Patient Description Pa&ent  was  a  70  y/o  single  female  in  2015  when  the  pallia&ve  care  team  first  visit  her.  She  had   six  siblings  (two  brothers  and  4  sisters)  and  was  the  second  child  of  her  family.  Her  highest   educa&onal  level  was  senior  high  school  .  She  worked  in  a  newspaper  office  as  a  general  affairs   for  over  10  years.  APer  her  mother  died,  she  didn’t  work  and  lived  alone  for  10  years.  During  this   period  of  &me,  she  could  help  to  take  care  of  her  siblings’  children.   She  started  significant  func&onal  deteriora&on  at  her  age  of  61  and  diagnosed  as   Frontotemporal  Demen&a    (FTD)  at  63  y/o.  When  she  was  66  y/o,  she  had  aphasia,  poor  impulse   control,  and  restless  behaviors,  so  her  sisters  hired  a  full&me  foreign  nursing  worker  as  her  major   caregiver.  At  that  &me,  she  CDR  was  3  and  could  not  be  tested  with  MMSE,  so  most  of   psychological  assessments  were  collected  from  interview  with  her  families  and  professional’s   observa&on.  She  had  regular  outpa&ent  services  between  2011  to  2015.  APer  her  aQending   physician’s  neurological  evalua&on,  she  was  referred  to  the  pallia&ve  care  team  with  the  same   aQending  physician.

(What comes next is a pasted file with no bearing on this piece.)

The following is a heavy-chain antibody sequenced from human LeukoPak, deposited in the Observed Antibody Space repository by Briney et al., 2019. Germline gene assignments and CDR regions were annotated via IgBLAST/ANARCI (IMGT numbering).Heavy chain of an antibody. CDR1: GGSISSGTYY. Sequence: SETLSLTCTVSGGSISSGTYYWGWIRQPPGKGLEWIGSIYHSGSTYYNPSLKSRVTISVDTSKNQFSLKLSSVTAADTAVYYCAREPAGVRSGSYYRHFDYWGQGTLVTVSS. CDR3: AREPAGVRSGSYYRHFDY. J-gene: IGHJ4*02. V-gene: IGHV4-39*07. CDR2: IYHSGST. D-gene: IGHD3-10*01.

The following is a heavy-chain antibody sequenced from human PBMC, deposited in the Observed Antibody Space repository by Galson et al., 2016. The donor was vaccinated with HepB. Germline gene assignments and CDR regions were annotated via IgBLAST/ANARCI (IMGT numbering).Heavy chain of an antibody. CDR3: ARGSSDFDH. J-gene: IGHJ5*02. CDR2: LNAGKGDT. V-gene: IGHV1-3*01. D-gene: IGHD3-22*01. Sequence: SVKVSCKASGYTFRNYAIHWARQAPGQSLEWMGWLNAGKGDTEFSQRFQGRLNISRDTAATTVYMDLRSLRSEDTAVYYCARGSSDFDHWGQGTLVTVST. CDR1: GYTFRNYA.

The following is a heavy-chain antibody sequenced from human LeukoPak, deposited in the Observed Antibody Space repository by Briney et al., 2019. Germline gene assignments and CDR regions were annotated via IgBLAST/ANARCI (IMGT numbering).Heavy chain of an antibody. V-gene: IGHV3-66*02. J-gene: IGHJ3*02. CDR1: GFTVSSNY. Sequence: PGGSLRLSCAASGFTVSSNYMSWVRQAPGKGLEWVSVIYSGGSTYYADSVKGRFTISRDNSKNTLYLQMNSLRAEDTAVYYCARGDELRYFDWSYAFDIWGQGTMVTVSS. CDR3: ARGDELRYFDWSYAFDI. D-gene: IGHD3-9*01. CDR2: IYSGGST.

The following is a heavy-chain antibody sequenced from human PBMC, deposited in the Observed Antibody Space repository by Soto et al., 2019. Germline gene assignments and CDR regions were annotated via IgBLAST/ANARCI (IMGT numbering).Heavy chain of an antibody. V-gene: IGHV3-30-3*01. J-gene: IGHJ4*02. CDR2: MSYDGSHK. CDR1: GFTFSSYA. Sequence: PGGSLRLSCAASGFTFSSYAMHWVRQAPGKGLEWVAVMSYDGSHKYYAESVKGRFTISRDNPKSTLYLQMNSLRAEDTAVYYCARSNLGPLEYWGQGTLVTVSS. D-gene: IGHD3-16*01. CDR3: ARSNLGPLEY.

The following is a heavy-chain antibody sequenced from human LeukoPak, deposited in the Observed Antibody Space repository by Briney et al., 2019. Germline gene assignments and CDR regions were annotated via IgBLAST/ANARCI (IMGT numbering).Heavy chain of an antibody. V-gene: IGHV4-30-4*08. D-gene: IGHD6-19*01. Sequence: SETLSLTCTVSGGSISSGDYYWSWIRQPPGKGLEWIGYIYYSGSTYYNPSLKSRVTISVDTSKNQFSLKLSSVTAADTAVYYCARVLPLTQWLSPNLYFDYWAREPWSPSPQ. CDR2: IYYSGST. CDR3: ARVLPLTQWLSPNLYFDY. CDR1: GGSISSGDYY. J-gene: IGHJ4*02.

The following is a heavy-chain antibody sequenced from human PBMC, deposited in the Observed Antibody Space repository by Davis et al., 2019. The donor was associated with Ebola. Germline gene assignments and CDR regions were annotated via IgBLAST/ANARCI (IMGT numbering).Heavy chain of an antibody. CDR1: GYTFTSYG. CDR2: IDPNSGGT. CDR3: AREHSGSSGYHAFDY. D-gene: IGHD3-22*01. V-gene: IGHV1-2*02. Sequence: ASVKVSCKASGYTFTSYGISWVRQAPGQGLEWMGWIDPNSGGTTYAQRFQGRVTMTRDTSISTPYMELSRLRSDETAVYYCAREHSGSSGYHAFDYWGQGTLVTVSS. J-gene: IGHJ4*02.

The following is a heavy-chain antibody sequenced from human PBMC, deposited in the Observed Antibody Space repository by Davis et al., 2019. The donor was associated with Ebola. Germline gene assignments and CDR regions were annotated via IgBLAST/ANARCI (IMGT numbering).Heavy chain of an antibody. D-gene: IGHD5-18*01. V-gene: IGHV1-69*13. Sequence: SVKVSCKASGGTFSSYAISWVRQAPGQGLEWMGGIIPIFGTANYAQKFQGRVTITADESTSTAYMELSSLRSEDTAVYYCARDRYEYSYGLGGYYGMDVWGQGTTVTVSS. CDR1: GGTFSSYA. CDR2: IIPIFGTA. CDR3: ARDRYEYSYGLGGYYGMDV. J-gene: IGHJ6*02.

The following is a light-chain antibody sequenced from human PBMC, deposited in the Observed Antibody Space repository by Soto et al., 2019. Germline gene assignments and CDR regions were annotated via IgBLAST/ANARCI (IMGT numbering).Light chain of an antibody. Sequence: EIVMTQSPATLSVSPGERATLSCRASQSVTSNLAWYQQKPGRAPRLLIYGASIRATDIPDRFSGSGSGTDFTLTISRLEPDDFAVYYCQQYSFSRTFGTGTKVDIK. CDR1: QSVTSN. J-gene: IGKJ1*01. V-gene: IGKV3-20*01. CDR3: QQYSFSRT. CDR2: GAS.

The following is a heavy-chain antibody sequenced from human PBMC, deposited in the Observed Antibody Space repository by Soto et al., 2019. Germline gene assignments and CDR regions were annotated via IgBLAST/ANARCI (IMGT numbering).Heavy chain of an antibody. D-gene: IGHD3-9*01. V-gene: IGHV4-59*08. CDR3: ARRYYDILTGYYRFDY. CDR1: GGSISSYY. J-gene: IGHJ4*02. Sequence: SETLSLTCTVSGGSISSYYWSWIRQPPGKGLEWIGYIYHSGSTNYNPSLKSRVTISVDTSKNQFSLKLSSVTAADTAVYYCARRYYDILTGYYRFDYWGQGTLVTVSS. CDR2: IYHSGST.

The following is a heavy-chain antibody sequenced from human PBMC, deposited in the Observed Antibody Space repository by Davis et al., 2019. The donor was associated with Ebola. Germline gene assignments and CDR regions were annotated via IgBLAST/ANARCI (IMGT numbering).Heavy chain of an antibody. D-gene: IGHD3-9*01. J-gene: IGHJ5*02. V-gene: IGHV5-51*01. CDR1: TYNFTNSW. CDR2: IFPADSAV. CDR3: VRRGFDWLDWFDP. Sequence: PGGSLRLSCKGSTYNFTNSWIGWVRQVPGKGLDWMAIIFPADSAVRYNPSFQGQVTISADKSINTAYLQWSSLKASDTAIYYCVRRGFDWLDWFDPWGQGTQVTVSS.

Discussion In  this  case,  OT  focused  on  providing  safe  and  comfort  environment  for  this  pa&ent  with   checking  pa&ent’s  current  func&on  and  caregiver’s  caring  skills,  providing  educa&on  about   energy  conserva&on  to  her  caregiver,  and  sugges&ng  the  assis&ve  devices  or  home   modifica&on.     There  are  three  points  could  be  improved  in  the  future.  First,  beyond  providing   sugges&ons  for  a  safety  and  confortable  environment  in  the  terminal  demen&a,  OT  could   spend  more  effort  on  integra&ng  the  concept  of  “being”  with  meaningful  ac&vi&es  for   these  demen&a  pa&ents.  If  OT  could  provide  more  &mes  of  services  from  the  stage  of   diagnosing,  pa&ents  could  par&cipant  more  meaningful  ac&vi&es  based  on  pa&ent-­‐ centered  design.  Second,  OT  or  other  professionals  of  rehabilita&on  need  to  collect  more   clinical  experiences  and    research  in  the  field  of  pallia&ve  care  to  introduce  what   professionals  of  rehabilita&on  could  do  in  pallia&ve  care  for  other  medical  members,   pa&ents  and  caregivers.  Third,  with    more  clear  and  evidence-­‐based  direc&ons  of   rehabilita&on  services  in  pallia&ve  care,  OT  and  other  professionals  of  rehabilita&on  could   convince  the  Taiwan’s  NHI  to  consider  including  rehabilita&on  services  into  pallia&ve  care.